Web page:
>>>>
>>>> - open: the list grows unbounded
>>>> - closed: the list grows to a given size and _new_ events are dropped
>>>> on the floor beyond that
>>>> - latest: the list grows to a given size and _old_ events are dropped
>>>> on the floor beyond that
>>>>
>>>> Thoughts?
>>>>
>>>> Gary
>>>>
>>>> --
>>>> E-Mail: garydgregory@gmail.com | ggregory@apache.org
>>>> Java Persistence with Hibernate, Second Edition
>>>> <http://www.manning.com/bauer3/>
>>>> JUnit in Action, Second Edition <http://www.manning.com/tahchiev/>
>>>> Spring Batch in Action <http://www.manning.com/templier/>
>>>> Blog: http://garygregory.wordpress.com
>>>> Home: http://garygregory.com/
>>>> Tweet! http://twitter.com/GaryGregory
>>>>
>>>>
>>>>
>>>
>>>
>>> --
>>> E-Mail: garydgregory@gmail.com | ggregory@apache.org
>>> Java Persistence with Hibernate, Second Edition
>>> <http://www.manning.com/bauer3/>
>>> JUnit in Action, Second Edition <http://www.manning.com/tahchiev/>
>>> Spring Batch in Action <http://www.manning.com/templier/>
>>> Blog: http://garygregory.wordpress.com
>>> Home: http://garygregory.com/
>>> Tweet! http://twitter.com/GaryGregory
>>>
>>>
>>>
>>
>>
>> --
>> E-Mail: garydgregory@gmail.com | ggregory@apache.org
>> Java Persistence with Hibernate, Second Edition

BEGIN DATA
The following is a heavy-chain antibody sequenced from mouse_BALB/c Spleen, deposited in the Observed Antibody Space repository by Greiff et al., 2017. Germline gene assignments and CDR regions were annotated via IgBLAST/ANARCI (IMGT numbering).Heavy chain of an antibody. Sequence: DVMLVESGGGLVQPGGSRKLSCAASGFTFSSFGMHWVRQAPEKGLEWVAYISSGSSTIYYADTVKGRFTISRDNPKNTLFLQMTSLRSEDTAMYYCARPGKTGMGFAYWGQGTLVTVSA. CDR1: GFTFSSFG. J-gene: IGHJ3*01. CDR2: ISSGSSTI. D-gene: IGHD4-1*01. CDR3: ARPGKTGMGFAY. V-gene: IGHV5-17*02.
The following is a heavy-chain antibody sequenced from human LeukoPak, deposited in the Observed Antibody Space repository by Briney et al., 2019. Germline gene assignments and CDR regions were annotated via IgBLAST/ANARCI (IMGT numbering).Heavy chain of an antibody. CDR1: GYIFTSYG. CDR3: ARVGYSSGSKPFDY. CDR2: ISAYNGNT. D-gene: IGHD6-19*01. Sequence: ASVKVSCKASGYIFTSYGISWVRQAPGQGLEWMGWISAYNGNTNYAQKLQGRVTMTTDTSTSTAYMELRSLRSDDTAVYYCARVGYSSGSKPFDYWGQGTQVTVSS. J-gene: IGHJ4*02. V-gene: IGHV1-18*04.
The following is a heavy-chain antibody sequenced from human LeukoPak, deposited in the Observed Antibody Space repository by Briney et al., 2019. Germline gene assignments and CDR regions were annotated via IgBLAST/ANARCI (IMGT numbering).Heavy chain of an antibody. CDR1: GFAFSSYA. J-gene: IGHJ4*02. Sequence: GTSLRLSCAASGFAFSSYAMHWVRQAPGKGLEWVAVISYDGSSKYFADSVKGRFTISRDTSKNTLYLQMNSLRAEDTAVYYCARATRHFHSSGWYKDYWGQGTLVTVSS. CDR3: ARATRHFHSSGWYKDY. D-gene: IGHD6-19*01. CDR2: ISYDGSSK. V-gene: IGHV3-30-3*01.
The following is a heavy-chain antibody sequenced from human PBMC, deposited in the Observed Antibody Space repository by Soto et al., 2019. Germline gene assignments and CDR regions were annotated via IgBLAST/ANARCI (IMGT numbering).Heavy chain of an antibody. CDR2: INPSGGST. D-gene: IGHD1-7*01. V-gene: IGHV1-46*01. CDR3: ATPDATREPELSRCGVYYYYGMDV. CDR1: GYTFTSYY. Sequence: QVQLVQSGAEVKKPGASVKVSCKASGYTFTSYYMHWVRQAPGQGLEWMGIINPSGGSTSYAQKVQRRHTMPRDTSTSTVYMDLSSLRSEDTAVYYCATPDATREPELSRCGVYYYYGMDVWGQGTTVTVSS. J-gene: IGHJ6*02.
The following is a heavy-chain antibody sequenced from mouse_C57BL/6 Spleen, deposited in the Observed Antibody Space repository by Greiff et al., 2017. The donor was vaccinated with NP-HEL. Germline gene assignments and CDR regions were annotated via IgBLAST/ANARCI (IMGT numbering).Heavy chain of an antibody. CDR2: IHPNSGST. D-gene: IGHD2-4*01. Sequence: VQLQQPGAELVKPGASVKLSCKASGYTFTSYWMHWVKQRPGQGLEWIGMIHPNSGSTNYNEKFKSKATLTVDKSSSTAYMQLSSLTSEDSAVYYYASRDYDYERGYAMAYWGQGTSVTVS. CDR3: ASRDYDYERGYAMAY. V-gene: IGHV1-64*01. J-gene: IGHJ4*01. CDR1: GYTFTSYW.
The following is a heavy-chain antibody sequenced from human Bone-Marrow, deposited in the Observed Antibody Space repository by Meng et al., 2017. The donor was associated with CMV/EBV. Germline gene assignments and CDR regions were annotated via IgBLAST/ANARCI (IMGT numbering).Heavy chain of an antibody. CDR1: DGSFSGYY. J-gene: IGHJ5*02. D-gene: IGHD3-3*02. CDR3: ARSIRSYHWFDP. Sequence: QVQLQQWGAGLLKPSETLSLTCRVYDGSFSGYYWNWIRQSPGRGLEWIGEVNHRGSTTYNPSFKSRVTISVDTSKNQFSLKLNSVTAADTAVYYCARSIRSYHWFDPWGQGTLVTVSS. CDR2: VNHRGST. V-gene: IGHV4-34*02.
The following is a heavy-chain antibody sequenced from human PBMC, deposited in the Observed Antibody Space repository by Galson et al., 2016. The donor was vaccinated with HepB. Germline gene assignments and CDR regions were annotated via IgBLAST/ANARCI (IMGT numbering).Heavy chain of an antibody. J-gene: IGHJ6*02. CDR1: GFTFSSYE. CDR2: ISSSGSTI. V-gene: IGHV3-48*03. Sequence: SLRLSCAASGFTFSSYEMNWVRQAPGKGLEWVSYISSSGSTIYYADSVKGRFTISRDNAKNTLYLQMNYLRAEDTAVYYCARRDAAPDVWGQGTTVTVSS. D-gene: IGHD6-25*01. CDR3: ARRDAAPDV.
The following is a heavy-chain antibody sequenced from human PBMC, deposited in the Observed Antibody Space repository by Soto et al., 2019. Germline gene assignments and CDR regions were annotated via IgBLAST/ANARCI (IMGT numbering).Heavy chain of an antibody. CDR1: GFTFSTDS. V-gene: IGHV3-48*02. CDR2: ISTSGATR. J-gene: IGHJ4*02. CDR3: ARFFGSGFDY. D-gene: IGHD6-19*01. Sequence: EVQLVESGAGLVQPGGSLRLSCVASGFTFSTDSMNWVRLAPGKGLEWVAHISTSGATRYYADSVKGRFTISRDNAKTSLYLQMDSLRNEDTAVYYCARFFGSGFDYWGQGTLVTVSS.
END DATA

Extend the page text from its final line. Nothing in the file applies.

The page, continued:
>> <http://www.manning.com/bauer3/>
>> JUnit in Action, Second Edition <http://www.manning.com/tahchiev/>
>> Spring Batch in Action <http://www.manning.com/templier/>
>> Blog: http://garygregory.wordpress.com
>> Home: http://garygregory.com/
>> Tweet! http://twitter.com/GaryGregory
>>
>>
>
>
> --
> E-Mail: garydgregory@gmail.com | ggregory@apache.org
> Java Persistence with Hibernate, Second Edition
> <http://www.manning.com/bauer3/>
> JUnit in Action, Second Edition <http://www.manning.com/tahchiev/>
> Spring Batch in Action <http://www.manning.com/templier/>
> Blog: http://garygregory.wordpress.com
> Home: http://garygregory.com/
> Tweet! http://twitter.com/GaryGregory
>
>
>


-- 
E-Mail: garydgregory@gmail.com | ggregory@apache.org
Java Persistence with Hibernate, Second Edition
<http://www.manning.com/bauer3/>
JUnit in Action, Second Edition <http://www.manning.com/tahchiev/>
Spring Batch in Action <http://www.manning.com/templier/>
Blog: http://garygregory.wordpress.com
Home: http://garygregory.com/
Tweet! http://twitter.com/GaryGregory